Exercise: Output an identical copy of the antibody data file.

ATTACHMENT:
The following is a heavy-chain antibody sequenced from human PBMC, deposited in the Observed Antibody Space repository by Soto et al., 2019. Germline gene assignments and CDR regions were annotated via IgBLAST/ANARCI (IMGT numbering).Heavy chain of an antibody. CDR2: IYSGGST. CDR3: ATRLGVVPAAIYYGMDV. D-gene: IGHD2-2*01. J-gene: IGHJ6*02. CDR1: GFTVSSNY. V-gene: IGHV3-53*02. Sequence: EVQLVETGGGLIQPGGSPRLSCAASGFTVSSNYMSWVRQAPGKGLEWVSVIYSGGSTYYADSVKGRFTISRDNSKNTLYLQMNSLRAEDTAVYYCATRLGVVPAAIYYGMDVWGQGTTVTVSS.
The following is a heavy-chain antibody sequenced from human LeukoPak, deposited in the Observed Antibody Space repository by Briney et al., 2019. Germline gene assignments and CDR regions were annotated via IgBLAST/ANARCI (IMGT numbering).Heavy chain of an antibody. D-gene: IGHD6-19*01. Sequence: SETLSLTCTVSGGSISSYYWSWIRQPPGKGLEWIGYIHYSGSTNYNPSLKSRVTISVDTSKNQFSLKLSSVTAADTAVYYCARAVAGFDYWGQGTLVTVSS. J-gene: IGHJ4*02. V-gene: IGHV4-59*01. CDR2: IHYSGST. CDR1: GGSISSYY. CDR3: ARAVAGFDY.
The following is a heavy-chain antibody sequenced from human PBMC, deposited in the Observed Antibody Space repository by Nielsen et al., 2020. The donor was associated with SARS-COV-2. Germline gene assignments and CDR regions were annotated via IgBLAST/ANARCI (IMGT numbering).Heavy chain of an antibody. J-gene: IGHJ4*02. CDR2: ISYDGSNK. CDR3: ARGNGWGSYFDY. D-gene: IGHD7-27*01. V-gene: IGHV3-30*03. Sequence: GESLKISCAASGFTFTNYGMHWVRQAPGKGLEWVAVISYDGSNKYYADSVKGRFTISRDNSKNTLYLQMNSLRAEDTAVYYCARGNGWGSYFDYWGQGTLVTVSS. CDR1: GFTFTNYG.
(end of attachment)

The following is a heavy-chain antibody sequenced from human PBMC, deposited in the Observed Antibody Space repository by Soto et al., 2019. Germline gene assignments and CDR regions were annotated via IgBLAST/ANARCI (IMGT numbering).Heavy chain of an antibody. CDR2: IYSGGST. CDR3: ATRLGVVPAAIYYGMDV. D-gene: IGHD2-2*01. J-gene: IGHJ6*02. CDR1: GFTVSSNY. V-gene: IGHV3-53*02. Sequence: EVQLVETGGGLIQPGGSPRLSCAASGFTVSSNYMSWVRQAPGKGLEWVSVIYSGGSTYYADSVKGRFTISRDNSKNTLYLQMNSLRAEDTAVYYCATRLGVVPAAIYYGMDVWGQGTTVTVSS.
The following is a heavy-chain antibody sequenced from human LeukoPak, deposited in the Observed Antibody Space repository by Briney et al., 2019. Germline gene assignments and CDR regions were annotated via IgBLAST/ANARCI (IMGT numbering).Heavy chain of an antibody. D-gene: IGHD6-19*01. Sequence: SETLSLTCTVSGGSISSYYWSWIRQPPGKGLEWIGYIHYSGSTNYNPSLKSRVTISVDTSKNQFSLKLSSVTAADTAVYYCARAVAGFDYWGQGTLVTVSS. J-gene: IGHJ4*02. V-gene: IGHV4-59*01. CDR2: IHYSGST. CDR1: GGSISSYY. CDR3: ARAVAGFDY.
The following is a heavy-chain antibody sequenced from human PBMC, deposited in the Observed Antibody Space repository by Nielsen et al., 2020. The donor was associated with SARS-COV-2. Germline gene assignments and CDR regions were annotated via IgBLAST/ANARCI (IMGT numbering).Heavy chain of an antibody. J-gene: IGHJ4*02. CDR2: ISYDGSNK. CDR3: ARGNGWGSYFDY. D-gene: IGHD7-27*01. V-gene: IGHV3-30*03. Sequence: GESLKISCAASGFTFTNYGMHWVRQAPGKGLEWVAVISYDGSNKYYADSVKGRFTISRDNSKNTLYLQMNSLRAEDTAVYYCARGNGWGSYFDYWGQGTLVTVSS. CDR1: GFTFTNYG.